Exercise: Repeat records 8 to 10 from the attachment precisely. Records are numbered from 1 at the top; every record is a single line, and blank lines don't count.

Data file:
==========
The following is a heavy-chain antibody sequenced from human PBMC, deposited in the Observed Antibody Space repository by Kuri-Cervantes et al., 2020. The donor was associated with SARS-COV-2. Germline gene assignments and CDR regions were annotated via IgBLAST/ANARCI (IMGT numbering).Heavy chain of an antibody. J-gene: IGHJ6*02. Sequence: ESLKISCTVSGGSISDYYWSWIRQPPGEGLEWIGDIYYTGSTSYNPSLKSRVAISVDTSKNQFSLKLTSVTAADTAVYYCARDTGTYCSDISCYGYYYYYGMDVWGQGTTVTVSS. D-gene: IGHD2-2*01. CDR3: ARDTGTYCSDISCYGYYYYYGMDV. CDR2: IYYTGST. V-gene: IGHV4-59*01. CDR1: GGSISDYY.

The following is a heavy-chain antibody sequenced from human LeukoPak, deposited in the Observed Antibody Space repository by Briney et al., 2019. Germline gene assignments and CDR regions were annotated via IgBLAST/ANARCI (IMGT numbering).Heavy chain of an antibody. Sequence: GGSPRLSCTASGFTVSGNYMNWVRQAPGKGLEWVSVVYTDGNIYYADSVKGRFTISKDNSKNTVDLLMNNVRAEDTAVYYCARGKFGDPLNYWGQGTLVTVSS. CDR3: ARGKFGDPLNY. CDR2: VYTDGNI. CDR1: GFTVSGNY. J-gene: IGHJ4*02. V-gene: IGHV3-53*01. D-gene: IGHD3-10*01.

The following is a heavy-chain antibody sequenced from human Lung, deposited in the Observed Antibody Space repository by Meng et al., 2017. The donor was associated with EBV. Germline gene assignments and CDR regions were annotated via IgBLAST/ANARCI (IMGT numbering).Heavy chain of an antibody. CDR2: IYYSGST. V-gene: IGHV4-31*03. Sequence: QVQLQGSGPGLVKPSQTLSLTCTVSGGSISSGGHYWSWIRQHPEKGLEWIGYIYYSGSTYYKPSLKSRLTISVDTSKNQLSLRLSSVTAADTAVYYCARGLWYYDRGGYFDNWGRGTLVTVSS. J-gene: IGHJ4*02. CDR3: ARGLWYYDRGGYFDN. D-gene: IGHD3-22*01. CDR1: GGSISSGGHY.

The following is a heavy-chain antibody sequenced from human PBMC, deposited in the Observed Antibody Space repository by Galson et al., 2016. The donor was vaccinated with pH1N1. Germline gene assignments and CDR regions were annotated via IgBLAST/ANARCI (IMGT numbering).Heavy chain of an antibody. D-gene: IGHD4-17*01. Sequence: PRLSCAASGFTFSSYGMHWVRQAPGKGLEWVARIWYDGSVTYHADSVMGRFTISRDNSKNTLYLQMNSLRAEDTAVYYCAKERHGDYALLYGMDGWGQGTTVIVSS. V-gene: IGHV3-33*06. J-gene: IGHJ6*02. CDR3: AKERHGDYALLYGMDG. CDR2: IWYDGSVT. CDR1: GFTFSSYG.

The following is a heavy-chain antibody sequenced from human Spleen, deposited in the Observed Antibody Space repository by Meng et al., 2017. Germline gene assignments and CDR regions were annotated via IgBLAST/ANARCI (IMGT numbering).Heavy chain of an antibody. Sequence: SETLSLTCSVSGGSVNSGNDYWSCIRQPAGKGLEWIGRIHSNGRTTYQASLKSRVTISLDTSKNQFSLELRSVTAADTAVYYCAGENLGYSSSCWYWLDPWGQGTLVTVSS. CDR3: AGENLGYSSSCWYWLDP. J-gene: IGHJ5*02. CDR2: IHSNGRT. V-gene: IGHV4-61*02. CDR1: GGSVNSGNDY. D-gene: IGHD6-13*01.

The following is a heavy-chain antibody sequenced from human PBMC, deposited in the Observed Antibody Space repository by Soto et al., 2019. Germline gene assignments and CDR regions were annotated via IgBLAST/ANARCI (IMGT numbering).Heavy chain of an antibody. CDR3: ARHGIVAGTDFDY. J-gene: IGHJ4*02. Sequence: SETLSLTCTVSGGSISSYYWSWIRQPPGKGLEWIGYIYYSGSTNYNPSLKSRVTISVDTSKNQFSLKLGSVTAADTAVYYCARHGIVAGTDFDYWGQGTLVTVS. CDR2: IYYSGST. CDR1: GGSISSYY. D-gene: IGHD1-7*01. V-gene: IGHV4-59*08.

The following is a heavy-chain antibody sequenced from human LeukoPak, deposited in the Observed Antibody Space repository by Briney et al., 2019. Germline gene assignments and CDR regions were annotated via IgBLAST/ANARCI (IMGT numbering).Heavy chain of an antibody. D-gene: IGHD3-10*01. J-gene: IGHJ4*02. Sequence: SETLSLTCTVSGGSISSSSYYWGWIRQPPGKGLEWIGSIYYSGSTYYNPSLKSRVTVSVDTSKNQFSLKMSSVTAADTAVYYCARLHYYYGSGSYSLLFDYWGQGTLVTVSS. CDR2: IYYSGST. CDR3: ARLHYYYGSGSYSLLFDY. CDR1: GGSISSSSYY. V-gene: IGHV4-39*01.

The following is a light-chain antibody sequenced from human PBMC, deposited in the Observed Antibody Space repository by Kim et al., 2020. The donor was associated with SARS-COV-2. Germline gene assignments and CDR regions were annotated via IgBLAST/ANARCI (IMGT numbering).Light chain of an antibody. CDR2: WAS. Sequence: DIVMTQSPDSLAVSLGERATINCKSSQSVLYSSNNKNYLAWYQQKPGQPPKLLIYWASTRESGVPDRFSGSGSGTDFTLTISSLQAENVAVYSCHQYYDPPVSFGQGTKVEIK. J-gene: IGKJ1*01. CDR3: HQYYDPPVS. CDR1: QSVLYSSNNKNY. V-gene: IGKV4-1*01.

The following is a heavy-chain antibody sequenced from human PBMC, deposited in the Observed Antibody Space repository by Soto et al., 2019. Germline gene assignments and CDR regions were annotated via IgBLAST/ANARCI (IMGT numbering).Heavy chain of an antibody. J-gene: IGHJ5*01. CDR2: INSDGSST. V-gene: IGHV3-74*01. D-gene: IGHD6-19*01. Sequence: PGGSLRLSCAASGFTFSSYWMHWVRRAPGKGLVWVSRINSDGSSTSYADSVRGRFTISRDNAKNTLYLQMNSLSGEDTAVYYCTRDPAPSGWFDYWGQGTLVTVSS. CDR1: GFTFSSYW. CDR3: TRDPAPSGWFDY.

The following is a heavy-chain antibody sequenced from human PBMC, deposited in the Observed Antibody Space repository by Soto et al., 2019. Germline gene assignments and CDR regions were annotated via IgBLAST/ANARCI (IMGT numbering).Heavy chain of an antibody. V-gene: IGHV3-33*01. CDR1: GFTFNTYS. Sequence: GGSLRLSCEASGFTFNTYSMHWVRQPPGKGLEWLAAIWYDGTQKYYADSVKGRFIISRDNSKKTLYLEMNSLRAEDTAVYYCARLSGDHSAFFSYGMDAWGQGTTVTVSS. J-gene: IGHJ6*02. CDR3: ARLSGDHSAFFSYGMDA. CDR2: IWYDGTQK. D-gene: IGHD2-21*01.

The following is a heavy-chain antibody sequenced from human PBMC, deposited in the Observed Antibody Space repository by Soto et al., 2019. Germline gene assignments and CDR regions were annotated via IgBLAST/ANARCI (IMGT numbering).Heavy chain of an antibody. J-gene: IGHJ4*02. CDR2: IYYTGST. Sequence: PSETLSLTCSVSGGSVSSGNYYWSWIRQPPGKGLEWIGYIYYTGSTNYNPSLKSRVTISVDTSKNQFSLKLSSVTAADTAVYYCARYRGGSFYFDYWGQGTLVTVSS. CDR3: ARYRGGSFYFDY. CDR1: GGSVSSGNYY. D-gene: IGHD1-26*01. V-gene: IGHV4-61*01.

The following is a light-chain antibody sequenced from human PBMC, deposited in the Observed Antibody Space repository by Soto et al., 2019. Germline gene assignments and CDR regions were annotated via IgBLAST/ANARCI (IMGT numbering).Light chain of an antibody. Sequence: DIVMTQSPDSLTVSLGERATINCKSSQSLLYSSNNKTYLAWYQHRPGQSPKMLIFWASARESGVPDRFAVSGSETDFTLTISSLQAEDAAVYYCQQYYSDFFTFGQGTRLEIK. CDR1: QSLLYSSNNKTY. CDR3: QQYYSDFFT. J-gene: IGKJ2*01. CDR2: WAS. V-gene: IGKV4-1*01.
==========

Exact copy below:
The following is a light-chain antibody sequenced from human PBMC, deposited in the Observed Antibody Space repository by Kim et al., 2020. The donor was associated with SARS-COV-2. Germline gene assignments and CDR regions were annotated via IgBLAST/ANARCI (IMGT numbering).Light chain of an antibody. CDR2: WAS. Sequence: DIVMTQSPDSLAVSLGERATINCKSSQSVLYSSNNKNYLAWYQQKPGQPPKLLIYWASTRESGVPDRFSGSGSGTDFTLTISSLQAENVAVYSCHQYYDPPVSFGQGTKVEIK. J-gene: IGKJ1*01. CDR3: HQYYDPPVS. CDR1: QSVLYSSNNKNY. V-gene: IGKV4-1*01.

The following is a heavy-chain antibody sequenced from human PBMC, deposited in the Observed Antibody Space repository by Soto et al., 2019. Germline gene assignments and CDR regions were annotated via IgBLAST/ANARCI (IMGT numbering).Heavy chain of an antibody. J-gene: IGHJ5*01. CDR2: INSDGSST. V-gene: IGHV3-74*01. D-gene: IGHD6-19*01. Sequence: PGGSLRLSCAASGFTFSSYWMHWVRRAPGKGLVWVSRINSDGSSTSYADSVRGRFTISRDNAKNTLYLQMNSLSGEDTAVYYCTRDPAPSGWFDYWGQGTLVTVSS. CDR1: GFTFSSYW. CDR3: TRDPAPSGWFDY.

The following is a heavy-chain antibody sequenced from human PBMC, deposited in the Observed Antibody Space repository by Soto et al., 2019. Germline gene assignments and CDR regions were annotated via IgBLAST/ANARCI (IMGT numbering).Heavy chain of an antibody. V-gene: IGHV3-33*01. CDR1: GFTFNTYS. Sequence: GGSLRLSCEASGFTFNTYSMHWVRQPPGKGLEWLAAIWYDGTQKYYADSVKGRFIISRDNSKKTLYLEMNSLRAEDTAVYYCARLSGDHSAFFSYGMDAWGQGTTVTVSS. J-gene: IGHJ6*02. CDR3: ARLSGDHSAFFSYGMDA. CDR2: IWYDGTQK. D-gene: IGHD2-21*01.